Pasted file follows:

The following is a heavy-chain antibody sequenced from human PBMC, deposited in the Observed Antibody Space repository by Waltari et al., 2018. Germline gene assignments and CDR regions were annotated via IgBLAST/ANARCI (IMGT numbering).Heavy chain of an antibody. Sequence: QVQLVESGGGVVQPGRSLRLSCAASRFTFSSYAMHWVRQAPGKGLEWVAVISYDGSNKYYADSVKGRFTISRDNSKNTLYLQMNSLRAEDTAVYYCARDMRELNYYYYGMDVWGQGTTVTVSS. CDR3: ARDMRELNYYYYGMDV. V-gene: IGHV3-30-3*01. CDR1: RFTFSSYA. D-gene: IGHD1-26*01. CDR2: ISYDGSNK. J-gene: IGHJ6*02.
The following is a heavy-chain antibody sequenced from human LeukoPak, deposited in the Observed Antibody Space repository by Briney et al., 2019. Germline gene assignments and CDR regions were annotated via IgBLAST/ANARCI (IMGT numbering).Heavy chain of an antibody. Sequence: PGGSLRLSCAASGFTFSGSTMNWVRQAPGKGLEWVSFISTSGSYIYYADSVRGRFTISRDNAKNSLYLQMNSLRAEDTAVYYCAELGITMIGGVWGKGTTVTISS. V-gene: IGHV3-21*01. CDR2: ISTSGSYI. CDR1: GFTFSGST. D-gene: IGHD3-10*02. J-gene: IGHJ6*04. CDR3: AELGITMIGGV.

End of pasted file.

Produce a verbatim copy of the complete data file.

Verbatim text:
The following is a heavy-chain antibody sequenced from human PBMC, deposited in the Observed Antibody Space repository by Waltari et al., 2018. Germline gene assignments and CDR regions were annotated via IgBLAST/ANARCI (IMGT numbering).Heavy chain of an antibody. Sequence: QVQLVESGGGVVQPGRSLRLSCAASRFTFSSYAMHWVRQAPGKGLEWVAVISYDGSNKYYADSVKGRFTISRDNSKNTLYLQMNSLRAEDTAVYYCARDMRELNYYYYGMDVWGQGTTVTVSS. CDR3: ARDMRELNYYYYGMDV. V-gene: IGHV3-30-3*01. CDR1: RFTFSSYA. D-gene: IGHD1-26*01. CDR2: ISYDGSNK. J-gene: IGHJ6*02.
The following is a heavy-chain antibody sequenced from human LeukoPak, deposited in the Observed Antibody Space repository by Briney et al., 2019. Germline gene assignments and CDR regions were annotated via IgBLAST/ANARCI (IMGT numbering).Heavy chain of an antibody. Sequence: PGGSLRLSCAASGFTFSGSTMNWVRQAPGKGLEWVSFISTSGSYIYYADSVRGRFTISRDNAKNSLYLQMNSLRAEDTAVYYCAELGITMIGGVWGKGTTVTISS. V-gene: IGHV3-21*01. CDR2: ISTSGSYI. CDR1: GFTFSGST. D-gene: IGHD3-10*02. J-gene: IGHJ6*04. CDR3: AELGITMIGGV.